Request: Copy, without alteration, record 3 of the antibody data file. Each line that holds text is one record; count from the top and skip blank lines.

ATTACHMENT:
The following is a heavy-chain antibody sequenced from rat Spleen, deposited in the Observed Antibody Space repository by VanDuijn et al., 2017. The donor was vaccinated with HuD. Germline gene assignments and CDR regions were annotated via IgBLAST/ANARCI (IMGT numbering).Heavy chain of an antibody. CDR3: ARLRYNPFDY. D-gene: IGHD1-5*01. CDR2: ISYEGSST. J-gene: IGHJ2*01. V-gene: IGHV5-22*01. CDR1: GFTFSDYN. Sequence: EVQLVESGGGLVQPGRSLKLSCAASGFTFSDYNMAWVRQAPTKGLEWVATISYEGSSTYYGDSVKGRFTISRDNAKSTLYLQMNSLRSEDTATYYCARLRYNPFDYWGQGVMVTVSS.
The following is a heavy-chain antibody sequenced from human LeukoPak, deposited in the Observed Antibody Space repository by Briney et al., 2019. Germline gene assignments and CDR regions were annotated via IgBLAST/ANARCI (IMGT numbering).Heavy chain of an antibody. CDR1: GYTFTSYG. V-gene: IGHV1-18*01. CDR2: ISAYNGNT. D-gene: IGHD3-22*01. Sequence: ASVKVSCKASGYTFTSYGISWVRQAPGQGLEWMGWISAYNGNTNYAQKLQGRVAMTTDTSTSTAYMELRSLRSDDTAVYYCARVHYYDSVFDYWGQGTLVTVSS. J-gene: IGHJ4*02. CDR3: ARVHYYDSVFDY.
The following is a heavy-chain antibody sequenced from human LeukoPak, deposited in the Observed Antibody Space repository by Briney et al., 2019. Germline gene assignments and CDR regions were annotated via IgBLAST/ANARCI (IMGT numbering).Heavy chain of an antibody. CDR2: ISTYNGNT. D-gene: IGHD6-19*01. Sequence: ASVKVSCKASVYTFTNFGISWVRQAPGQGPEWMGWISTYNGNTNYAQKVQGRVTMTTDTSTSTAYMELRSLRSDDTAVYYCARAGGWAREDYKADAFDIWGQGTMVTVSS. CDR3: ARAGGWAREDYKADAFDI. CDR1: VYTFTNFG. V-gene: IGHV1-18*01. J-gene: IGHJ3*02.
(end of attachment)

The following is a heavy-chain antibody sequenced from human LeukoPak, deposited in the Observed Antibody Space repository by Briney et al., 2019. Germline gene assignments and CDR regions were annotated via IgBLAST/ANARCI (IMGT numbering).Heavy chain of an antibody. CDR2: ISTYNGNT. D-gene: IGHD6-19*01. Sequence: ASVKVSCKASVYTFTNFGISWVRQAPGQGPEWMGWISTYNGNTNYAQKVQGRVTMTTDTSTSTAYMELRSLRSDDTAVYYCARAGGWAREDYKADAFDIWGQGTMVTVSS. CDR3: ARAGGWAREDYKADAFDI. CDR1: VYTFTNFG. V-gene: IGHV1-18*01. J-gene: IGHJ3*02.